- Photo by Cheryl Gerber
- Mike's on the Avenue reprises Southwestern- and Asian-fusion dishes.
Opening a new restaurant is never easy. But as the recent resurrection of Mike's on the Avenue shows, opening an old one can be daunting as well.
Restaurateur Vicky Bayley and chef Mike Fennelly originally opened Mike's on the Avenue inside the Lafayette Hotel in 1991, and right away, the chef's fusion cuisine made a splash. Gene Bourg, then restaurant critic for The Times-Picayune, gave Mike's the paper's highest rating in 1992. The following year, Food & Wine magazine named Fennelly to its annual list of the nation's top 10 chefs.
The two partners closed the place in 1999, by which point both were involved with other restaurant ventures. I never dined at this original Mike's on the Avenue, though I heard plenty about its legacy when I started exploring the restaurant scene here. News that Bayley and Fennelly opened a new restaurant early this year in the same address as their old place naturally raised expectations that the old Mike's was coming back. This new venture, however, was intended as something different. Initially called Mike's East West, its menu mixed a few popular dishes from the old Mike's with many new ones — and it featured a sushi bar with inventive rolls and exotic sashimi.
But the restaurant switched courses within months of opening. The owners revived the old name, mothballed the sushi bar and introduced a menu anchored by Fennelly's hits from the 1990s. A string of novel though mostly disappointing meals here has shown the perils of this path. Many dishes are overly complicated, and food that could shine is often blunted by poor execution of the basics.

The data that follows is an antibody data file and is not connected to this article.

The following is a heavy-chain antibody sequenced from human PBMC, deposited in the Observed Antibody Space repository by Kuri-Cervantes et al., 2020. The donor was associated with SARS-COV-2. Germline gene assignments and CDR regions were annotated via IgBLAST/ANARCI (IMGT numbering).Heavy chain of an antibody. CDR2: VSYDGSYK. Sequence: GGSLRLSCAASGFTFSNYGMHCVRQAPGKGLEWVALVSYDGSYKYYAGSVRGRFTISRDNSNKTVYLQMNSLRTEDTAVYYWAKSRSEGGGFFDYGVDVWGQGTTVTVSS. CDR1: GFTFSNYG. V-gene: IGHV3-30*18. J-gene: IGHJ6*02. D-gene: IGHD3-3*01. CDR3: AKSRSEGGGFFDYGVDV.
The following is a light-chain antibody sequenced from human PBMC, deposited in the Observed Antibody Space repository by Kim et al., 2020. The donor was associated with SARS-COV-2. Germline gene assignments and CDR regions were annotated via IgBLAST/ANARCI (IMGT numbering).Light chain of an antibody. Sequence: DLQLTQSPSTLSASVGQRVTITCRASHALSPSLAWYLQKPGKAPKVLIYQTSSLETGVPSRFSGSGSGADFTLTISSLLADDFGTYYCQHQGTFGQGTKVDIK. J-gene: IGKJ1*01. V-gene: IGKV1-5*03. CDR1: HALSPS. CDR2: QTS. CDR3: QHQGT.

The tuna Napoleon appetizer arrived as four wonton chips each carrying a slice of tartare tuna quilted over by cayenne and further obscured by guacamole. The crab and crawfish cakes were masked by a confusion of sauces, including remoulade, salsa and guacamole. "Mike's Crispy Duck" might have worked if its wobbly skin was actually crisp and if its flour tortillas were at least warmed.
Still there are enough strong points to assemble a unique and pleasing meal. Smear redfish pate on sesame crackers, wrap crawfish spring rolls in lettuce or order the tender shrimp and spinach dumplings and you'll be off to a good start. I like the smoked tomato sauce on the paneed pork chop, and the seared tuna is another solid entree. Desserts have been good, like genuinely spicy carrot cake and passionfruit cheesecake.
Lunch is stronger than dinner, and this is when Mike's on the Avenue is busiest. Paella with orzo replacing the rice made a satisfying lunch with an interesting twist. But then there are lunch dishes like a burrito of fried oysters slathered in bland tomatillo salsa, a combination that achieves maximum sliminess inside a tortilla.
I suspect the original Mike's on the Avenue made the strong impression it did thanks in part to the contrast it offered to the New Orleans norm and the possibilities it revealed. But times change, and thus far, this reincarnation proves the premise of "you had to be there" isn't a strong enough restaurant concept.